Youth is often unreliable. Last year, the Diamondbacks learned the hard way.
After Arizona shocked the baseball world in 2011, taking the NL West crown, expectations were relatively high for a strong encore. Instead, Kirk Gibson's club straddled the fence, splitting its 162 game slate straight down the middle (81-81). Early season physical setbacks to Chris Young and Daniel Hudson combined with Justin Upton's dramatic power outage, likely a consequence of a thumb injury suffered in April, explained the team's ordinariness.
Unhappy with last year's mediocrity, GM Kevin Towers has racked up the cell phone minutes this offseason. Young was sent packing to Oakland in December for Cliff Pennington and prospects. Much hyped hurler Trevor Bauer, who floundered in four starts with the senior club in '11 (6.06 ERA, 7.16 BB/9) and whose quirky pregame regimen rubbed some in the organization the wrong way, was shipped to Cleveland for SS Didi Gregorius, 1B Lars Anderson and LHP Tony Sipp. Veterans Eric Chavez, Erik Hinske, Cody Ross and Brandon McCarthy were plucked from free agency. And ERA wrecking ball Heath Bell was acquired from Miami for a box of Jujubes and a six-pack of Smirnoff Ice. Too bad the bickering parties in D.C. don't work as efficiently.
Still, despite Towers' aggressiveness, he's yet to find a solution for the team's most glaring problem: Satisfying Upton. Resentment between the two sides has grown to an irreparable level. Recently, billboards featuring the slugger were removed from Chase Field. And just last week the outfielder nixed a trade to Seattle. Eventually, a proper suitor for Upton, and possibly Jason Kubel, will be found (New York, Atlanta and Texas are rumored destinations), but until that happens, Gibson's lineup remains very fluid.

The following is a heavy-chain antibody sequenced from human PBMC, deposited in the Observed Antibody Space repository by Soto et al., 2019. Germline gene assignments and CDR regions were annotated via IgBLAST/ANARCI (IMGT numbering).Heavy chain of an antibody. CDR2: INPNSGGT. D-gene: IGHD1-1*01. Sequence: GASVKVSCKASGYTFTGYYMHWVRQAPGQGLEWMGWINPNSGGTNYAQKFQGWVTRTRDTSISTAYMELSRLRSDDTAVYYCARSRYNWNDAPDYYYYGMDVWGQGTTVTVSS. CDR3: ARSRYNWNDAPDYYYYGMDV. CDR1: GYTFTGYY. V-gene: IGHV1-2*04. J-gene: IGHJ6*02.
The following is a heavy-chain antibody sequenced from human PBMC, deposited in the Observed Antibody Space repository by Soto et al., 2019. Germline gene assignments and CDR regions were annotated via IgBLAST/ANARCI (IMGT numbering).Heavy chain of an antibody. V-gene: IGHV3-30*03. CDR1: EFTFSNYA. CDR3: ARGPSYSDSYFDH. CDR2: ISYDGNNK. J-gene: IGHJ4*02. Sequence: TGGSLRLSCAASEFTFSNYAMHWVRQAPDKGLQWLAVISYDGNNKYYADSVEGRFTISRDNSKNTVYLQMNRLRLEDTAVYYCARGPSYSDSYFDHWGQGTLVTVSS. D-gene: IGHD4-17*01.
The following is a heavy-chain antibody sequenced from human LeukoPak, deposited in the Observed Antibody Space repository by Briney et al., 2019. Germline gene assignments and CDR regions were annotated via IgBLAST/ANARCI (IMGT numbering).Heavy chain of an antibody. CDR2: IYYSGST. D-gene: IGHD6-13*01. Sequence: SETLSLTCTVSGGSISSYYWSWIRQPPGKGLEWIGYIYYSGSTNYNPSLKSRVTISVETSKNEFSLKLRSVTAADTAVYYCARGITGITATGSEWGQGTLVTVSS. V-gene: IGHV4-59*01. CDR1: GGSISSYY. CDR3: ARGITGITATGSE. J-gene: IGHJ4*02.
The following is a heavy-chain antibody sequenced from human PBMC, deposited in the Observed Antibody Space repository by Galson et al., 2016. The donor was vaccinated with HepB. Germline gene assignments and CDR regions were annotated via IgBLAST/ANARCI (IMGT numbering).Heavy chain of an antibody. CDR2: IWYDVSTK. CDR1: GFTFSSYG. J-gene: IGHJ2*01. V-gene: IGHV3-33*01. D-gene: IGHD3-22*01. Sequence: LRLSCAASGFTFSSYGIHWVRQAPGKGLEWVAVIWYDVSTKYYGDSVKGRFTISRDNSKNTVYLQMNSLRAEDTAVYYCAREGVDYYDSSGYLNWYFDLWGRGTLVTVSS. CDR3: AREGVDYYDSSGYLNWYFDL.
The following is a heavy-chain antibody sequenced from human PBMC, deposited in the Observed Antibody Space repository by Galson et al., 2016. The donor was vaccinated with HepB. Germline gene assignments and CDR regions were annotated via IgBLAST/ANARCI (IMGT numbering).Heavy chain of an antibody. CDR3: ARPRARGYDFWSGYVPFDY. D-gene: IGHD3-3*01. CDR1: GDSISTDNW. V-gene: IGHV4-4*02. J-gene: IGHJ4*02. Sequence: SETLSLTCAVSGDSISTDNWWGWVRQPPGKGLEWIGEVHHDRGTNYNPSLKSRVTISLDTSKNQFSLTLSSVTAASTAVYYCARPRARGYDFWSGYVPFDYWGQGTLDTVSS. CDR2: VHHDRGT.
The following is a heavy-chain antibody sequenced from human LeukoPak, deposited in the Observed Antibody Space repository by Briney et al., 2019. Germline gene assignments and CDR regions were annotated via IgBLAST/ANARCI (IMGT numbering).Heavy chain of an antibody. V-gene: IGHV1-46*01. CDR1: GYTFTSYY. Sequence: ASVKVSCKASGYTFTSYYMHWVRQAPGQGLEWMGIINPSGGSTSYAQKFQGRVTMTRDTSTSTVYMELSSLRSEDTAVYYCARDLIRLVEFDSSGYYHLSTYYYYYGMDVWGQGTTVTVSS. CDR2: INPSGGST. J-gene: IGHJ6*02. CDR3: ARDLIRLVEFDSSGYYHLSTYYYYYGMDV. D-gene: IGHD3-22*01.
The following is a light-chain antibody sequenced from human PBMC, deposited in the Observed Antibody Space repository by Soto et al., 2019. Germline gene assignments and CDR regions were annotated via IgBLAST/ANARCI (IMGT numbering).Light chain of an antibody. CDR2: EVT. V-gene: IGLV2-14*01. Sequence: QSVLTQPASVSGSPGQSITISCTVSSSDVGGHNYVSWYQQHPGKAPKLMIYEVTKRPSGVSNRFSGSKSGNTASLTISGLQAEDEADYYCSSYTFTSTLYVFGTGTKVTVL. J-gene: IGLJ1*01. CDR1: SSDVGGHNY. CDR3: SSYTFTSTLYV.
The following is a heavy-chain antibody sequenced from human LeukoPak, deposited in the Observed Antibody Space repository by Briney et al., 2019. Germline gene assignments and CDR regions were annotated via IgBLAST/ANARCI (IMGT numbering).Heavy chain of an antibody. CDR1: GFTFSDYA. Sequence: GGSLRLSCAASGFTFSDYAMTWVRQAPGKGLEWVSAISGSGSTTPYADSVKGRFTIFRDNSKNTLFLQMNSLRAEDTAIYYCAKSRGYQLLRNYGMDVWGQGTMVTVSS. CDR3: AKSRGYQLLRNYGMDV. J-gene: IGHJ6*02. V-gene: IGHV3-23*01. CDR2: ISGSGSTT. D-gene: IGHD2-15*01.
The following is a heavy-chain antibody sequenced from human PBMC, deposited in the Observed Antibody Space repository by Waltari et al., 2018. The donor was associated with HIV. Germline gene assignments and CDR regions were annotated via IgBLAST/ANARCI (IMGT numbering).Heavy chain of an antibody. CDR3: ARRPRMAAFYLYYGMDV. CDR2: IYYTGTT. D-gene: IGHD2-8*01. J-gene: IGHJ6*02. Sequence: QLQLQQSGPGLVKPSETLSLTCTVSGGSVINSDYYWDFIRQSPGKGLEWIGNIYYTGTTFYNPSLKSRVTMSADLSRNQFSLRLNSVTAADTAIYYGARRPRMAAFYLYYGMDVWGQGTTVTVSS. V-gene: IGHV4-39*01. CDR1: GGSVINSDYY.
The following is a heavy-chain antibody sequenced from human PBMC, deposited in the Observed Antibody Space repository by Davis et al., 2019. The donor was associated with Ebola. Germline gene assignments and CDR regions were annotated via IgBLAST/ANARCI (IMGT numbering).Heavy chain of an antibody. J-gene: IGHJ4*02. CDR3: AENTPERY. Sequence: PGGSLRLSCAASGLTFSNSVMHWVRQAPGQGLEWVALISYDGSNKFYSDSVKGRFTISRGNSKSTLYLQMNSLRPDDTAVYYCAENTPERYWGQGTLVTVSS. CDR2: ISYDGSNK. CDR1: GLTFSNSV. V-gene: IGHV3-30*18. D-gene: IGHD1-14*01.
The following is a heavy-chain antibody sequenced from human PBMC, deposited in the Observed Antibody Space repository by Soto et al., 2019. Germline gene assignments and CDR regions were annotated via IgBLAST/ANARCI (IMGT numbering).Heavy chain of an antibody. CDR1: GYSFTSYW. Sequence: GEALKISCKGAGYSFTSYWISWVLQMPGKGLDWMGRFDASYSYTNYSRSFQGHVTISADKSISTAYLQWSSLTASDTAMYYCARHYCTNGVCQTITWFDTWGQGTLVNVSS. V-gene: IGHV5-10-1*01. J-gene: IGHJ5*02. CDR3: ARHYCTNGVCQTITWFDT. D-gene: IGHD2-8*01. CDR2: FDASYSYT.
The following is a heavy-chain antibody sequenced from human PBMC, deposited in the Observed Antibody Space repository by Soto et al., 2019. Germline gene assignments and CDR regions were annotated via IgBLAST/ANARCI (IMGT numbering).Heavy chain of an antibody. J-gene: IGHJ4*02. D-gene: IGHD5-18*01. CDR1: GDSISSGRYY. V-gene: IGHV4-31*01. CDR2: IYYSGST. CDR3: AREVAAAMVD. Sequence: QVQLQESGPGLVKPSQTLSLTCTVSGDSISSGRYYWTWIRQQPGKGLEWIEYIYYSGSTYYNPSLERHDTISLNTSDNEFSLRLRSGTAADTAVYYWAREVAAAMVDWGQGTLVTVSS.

To help decipher the meaningful from the meaningless, here are five pressing questions about the Arizona Diamondbacks entering 2013:
Upton, a hot topic on the constantly revolving trade rumor mill, could soon don a new jersey. What current D’Back(s) would benefit most from a change of address?
The banner prospect played admirably once promoted last August. Before a broken hand prematurely ended his season, an injury that shouldn't limit him in 2013, he posted a .259-2-5-19-2 line over 85 at-bats. Eaton has only marginal pop, but his keen eye and blazing speed should make him a fixture atop the order for the next decade. If thrust into a primary role out of the gate, he's a strong candidate for 90-plus runs and 30-35 steals. Throw in a projected BA above .280, and a final output akin to what Michael Bourn tallied last year is certainly attainable. In the late rounds (207.4 ADP, OF58), he's one venomous snake.
Recent signee Ross would also receive a value boost. Right now, many believe the veteran will start most days in center, though that's far from guaranteed. An Upton deal, however, would almost certainly make him an everyday player. If that comes to fruition, 25-30 homers aren't out of the question. He clubbed at least 22 three times previously, including last year over 476 at-bats with the BoSox.
In his first full season, Paul Goldschmidt initially stumbled out of the gates, but finished a top-12 first basemen. Will he be the Schmidt in Year 3?
Frustratingly mired in a loose timeshare with Lyle Overbay over the first few weeks of 2012, Goldy failed his followers (.193 BA in April). As a result, he was dropped by numerous shallow leaguers, silencing the buzz that surrounded him during spring training.
Eventually those that exercised patience were rewarded handsomely. From May 1 on, the first baseman was an absolute terror. His accumulated .302-19-74-63-16 line during that stretch was the fifth-best among eligible 1Bs, ranking just one spot behind Prince Fielder.
Now with a full year under his belt and expected to be a permanent fixture in the middle of the lineup, his legend should grow. His superb blend of power and underrated speed is a luxury at a position usually populated with four-cat producers. If Bill James' blood-stirring projection doesn't float your boat (569-.283-27-109-105-15), a Caribbean cruise with Victoria's Secret models probably wouldn't excite you either. Even at his late Round 2 price point (23.4 ADP, 1B4), he's worth every penny. Sacrifice limbs to acquire his services.